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closed down for the afternoon to be sprayed with disinfectant. I should have told the children that the locker rooms were closed to be sprayed with disinfectant (the Spanish word is poison). The Spanish words for poison and banana, by the way, are very similar. As usual, I confused the two terms and said that the locker rooms were closed because they had been sprayed with bananas! Needless to say, the children laughed at me.

Being humbled (on a daily basis) has its virtues. It lets others know that we are all humans, and that humans all make mistakes. For Guatemalans, it was especially reassuring to them when they saw me make mistakes. It let them know that I was not perfect. More importantly, however, it reminded me that I wasn't perfect.

Cultural Sensitivity
I was trained to be sensitive to cultural differences that exist between the Guatemalan culture and my own culture. The most notable difference I noticed had to do with the issue of time. My Guatemalan friends told me that there were two kinds of time: Gringo (American) time and Guatemalan time.

As part of my work, I planned meetings in the evening because that was the ideal time to meet. For a year and a half, I predictably arrived at these meetings fifteen minutes early. And Guatemalans, for the two years I was there, predictably arrived one and a half to two hours late! It didn't make sense! What took them so long to come to a meeting? There was never a real explanation for this tardiness that I could see, it was just how things were done. My Guatemalan friends never looked guilty when they arrived so late, it was simply expected ... by everyone but me!

This chronic tardiness led me to believe that things would never change in Guatemala if people couldn't even come to meetings on time. Then I began to wonder, was I there to really try and change things? To show them the "American way" (or at least my way) of doing things? Eventually I understood that my purpose in being there was to introduce new ideas, different ideas, and to focus less on the "change" aspect. Ironically, if anyone changed as a result of my presence in Guatemala, it was me!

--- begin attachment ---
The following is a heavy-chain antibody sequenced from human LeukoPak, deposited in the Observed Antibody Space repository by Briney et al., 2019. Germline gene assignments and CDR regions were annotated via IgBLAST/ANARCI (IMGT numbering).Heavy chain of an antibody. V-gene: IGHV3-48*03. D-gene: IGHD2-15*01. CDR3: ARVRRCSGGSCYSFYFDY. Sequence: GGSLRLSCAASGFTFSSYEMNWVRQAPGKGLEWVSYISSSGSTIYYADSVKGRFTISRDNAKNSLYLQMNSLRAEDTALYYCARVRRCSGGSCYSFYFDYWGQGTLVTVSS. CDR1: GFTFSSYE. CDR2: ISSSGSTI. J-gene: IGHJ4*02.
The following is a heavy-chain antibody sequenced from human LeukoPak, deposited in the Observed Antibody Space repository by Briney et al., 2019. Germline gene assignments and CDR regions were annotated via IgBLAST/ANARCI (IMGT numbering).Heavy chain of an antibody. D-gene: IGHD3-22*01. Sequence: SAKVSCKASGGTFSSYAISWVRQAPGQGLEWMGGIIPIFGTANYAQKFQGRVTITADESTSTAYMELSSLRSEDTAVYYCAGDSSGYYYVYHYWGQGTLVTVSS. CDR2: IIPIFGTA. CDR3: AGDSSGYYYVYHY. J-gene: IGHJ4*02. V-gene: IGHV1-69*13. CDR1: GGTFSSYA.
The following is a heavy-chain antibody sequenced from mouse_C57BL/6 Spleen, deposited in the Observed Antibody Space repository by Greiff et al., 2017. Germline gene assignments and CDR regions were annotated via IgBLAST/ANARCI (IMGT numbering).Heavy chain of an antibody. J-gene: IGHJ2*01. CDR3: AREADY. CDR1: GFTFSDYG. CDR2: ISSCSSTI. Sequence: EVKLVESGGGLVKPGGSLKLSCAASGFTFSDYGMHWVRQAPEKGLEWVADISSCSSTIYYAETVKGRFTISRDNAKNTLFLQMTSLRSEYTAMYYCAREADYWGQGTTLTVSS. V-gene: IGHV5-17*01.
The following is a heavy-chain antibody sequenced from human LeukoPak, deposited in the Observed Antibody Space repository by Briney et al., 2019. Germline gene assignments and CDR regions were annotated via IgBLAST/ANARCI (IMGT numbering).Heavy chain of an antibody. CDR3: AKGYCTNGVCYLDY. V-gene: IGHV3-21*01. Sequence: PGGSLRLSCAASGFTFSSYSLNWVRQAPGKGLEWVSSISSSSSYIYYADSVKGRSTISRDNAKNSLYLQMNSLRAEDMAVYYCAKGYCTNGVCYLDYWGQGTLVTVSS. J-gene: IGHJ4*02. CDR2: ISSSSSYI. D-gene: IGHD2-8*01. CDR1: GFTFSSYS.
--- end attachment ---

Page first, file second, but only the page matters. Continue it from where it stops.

When things went wrong, I often asked myself, should I cry or laugh? There were those who coped by crying, but by far, the most respected way to cope was through humor. In fact, it almost became a competition—who could tell the most frustrating stories (which were inevitably funny in retrospect). Rather than crying over the fact that I had contracted my seventh case of amoebic dysentery, I began to think what a great story it would make. Or the time the bus I was traveling in flipped on its side into a ditch while going down a hill. After crawling out of the wrecked bus the passengers demanded that the driver refund their fares!

These are just a few things that I got out of my experience as a volunteer. Granted, you don't have to join the Peace Corps to gain these kinds of insights about life. Volunteering at a local agency can provide you with many rewarding and enjoyable experiences. The volunteer environment provides a great opportunity to learn about humility, cultural sensitivity, coping strategies, and much more. As a volunteer, you can take chances that will allow you to learn about yourself in ways that you might not be willing to try in a paid employment situation. Try it! Maybe it will be the best job you ever had!

Barbara Elwood Schlatter served as a youth development worker in Guatemala from 1984-86. She is currently an assistant professor in the Department of Health, Physical Education, and Recreation at Chicago State University.


Peace Corps Brochure. Washington, D.C.

Viorst. M. 1986. Making a Difference: The Peace Corps at Twenty-five. New York: Weidenfeld & Nicolson.

About the Peace Corps

Currently, Peace Corps volunteers serve in more than 90 countries worldwide, from the Pacific, to Africa. Latin America, the Caribbean, Central Europe, and Asia.

Volunteers work in a variety of fields such as small business and cooperative development, agriculture, forestry and environment, fish culture, health and nutrition, education, engineering, and industrial arts.

A four-year college degree is required for most positions. Applicants must be U.S. citizens and at least 18 years old. For benefits, volunteers receive a monthly living allowance, free medical and dental care. transportation to and from their host country, language and cultural training, and student loan deferment (if applicable).

For more information write: Peace Corps. 1990 K Street. N.W., Room 9320. Washington. D.C. 20526, or call 800-424-8580.

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This story has been posted in the following forums: : Headlines; COS - Gautemala; Recruitment